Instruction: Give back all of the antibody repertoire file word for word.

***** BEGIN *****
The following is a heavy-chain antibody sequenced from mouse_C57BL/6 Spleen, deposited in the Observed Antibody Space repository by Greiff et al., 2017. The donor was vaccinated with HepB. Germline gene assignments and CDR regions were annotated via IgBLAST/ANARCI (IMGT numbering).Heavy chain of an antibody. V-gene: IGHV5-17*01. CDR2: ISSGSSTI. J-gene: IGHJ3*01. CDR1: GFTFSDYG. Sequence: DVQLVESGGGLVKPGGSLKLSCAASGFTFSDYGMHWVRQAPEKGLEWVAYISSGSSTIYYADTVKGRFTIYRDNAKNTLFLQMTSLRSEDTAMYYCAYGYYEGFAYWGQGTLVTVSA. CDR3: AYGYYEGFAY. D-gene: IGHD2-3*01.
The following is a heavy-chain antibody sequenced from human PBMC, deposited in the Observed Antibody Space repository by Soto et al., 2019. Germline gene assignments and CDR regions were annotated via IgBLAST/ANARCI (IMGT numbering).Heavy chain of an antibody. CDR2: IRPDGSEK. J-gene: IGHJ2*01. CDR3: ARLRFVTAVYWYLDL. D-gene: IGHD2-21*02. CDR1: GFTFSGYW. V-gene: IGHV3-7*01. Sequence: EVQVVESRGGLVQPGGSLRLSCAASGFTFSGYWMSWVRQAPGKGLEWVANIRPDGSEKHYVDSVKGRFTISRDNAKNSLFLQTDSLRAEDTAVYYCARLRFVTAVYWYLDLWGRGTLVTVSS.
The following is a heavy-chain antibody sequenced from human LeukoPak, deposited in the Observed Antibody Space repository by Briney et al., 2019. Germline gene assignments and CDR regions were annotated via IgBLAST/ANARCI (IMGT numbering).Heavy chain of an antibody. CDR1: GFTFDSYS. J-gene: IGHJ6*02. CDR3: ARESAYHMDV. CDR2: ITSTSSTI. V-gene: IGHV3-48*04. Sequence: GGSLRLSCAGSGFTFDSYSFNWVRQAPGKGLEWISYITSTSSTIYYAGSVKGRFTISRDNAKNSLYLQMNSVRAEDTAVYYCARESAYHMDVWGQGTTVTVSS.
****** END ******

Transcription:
The following is a heavy-chain antibody sequenced from mouse_C57BL/6 Spleen, deposited in the Observed Antibody Space repository by Greiff et al., 2017. The donor was vaccinated with HepB. Germline gene assignments and CDR regions were annotated via IgBLAST/ANARCI (IMGT numbering).Heavy chain of an antibody. V-gene: IGHV5-17*01. CDR2: ISSGSSTI. J-gene: IGHJ3*01. CDR1: GFTFSDYG. Sequence: DVQLVESGGGLVKPGGSLKLSCAASGFTFSDYGMHWVRQAPEKGLEWVAYISSGSSTIYYADTVKGRFTIYRDNAKNTLFLQMTSLRSEDTAMYYCAYGYYEGFAYWGQGTLVTVSA. CDR3: AYGYYEGFAY. D-gene: IGHD2-3*01.
The following is a heavy-chain antibody sequenced from human PBMC, deposited in the Observed Antibody Space repository by Soto et al., 2019. Germline gene assignments and CDR regions were annotated via IgBLAST/ANARCI (IMGT numbering).Heavy chain of an antibody. CDR2: IRPDGSEK. J-gene: IGHJ2*01. CDR3: ARLRFVTAVYWYLDL. D-gene: IGHD2-21*02. CDR1: GFTFSGYW. V-gene: IGHV3-7*01. Sequence: EVQVVESRGGLVQPGGSLRLSCAASGFTFSGYWMSWVRQAPGKGLEWVANIRPDGSEKHYVDSVKGRFTISRDNAKNSLFLQTDSLRAEDTAVYYCARLRFVTAVYWYLDLWGRGTLVTVSS.
The following is a heavy-chain antibody sequenced from human LeukoPak, deposited in the Observed Antibody Space repository by Briney et al., 2019. Germline gene assignments and CDR regions were annotated via IgBLAST/ANARCI (IMGT numbering).Heavy chain of an antibody. CDR1: GFTFDSYS. J-gene: IGHJ6*02. CDR3: ARESAYHMDV. CDR2: ITSTSSTI. V-gene: IGHV3-48*04. Sequence: GGSLRLSCAGSGFTFDSYSFNWVRQAPGKGLEWISYITSTSSTIYYAGSVKGRFTISRDNAKNSLYLQMNSVRAEDTAVYYCARESAYHMDVWGQGTTVTVSS.